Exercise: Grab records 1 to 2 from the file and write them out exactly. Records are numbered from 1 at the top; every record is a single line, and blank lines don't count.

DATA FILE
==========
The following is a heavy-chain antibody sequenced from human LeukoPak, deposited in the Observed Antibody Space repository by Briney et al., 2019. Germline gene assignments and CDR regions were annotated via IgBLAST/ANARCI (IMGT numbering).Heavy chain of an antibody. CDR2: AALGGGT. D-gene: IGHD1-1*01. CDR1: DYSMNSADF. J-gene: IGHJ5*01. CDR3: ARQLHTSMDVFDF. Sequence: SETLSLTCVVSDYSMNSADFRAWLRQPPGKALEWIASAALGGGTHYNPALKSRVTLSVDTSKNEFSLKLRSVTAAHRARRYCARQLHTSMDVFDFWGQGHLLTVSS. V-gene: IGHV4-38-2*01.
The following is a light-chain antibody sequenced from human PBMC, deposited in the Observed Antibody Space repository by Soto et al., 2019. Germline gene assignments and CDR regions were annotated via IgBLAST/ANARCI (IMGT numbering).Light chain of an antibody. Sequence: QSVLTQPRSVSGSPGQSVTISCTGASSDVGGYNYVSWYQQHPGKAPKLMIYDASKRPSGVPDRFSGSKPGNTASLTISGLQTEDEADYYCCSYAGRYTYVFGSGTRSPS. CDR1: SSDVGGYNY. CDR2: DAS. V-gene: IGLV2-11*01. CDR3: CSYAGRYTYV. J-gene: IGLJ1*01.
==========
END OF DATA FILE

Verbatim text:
The following is a heavy-chain antibody sequenced from human LeukoPak, deposited in the Observed Antibody Space repository by Briney et al., 2019. Germline gene assignments and CDR regions were annotated via IgBLAST/ANARCI (IMGT numbering).Heavy chain of an antibody. CDR2: AALGGGT. D-gene: IGHD1-1*01. CDR1: DYSMNSADF. J-gene: IGHJ5*01. CDR3: ARQLHTSMDVFDF. Sequence: SETLSLTCVVSDYSMNSADFRAWLRQPPGKALEWIASAALGGGTHYNPALKSRVTLSVDTSKNEFSLKLRSVTAAHRARRYCARQLHTSMDVFDFWGQGHLLTVSS. V-gene: IGHV4-38-2*01.
The following is a light-chain antibody sequenced from human PBMC, deposited in the Observed Antibody Space repository by Soto et al., 2019. Germline gene assignments and CDR regions were annotated via IgBLAST/ANARCI (IMGT numbering).Light chain of an antibody. Sequence: QSVLTQPRSVSGSPGQSVTISCTGASSDVGGYNYVSWYQQHPGKAPKLMIYDASKRPSGVPDRFSGSKPGNTASLTISGLQTEDEADYYCCSYAGRYTYVFGSGTRSPS. CDR1: SSDVGGYNY. CDR2: DAS. V-gene: IGLV2-11*01. CDR3: CSYAGRYTYV. J-gene: IGLJ1*01.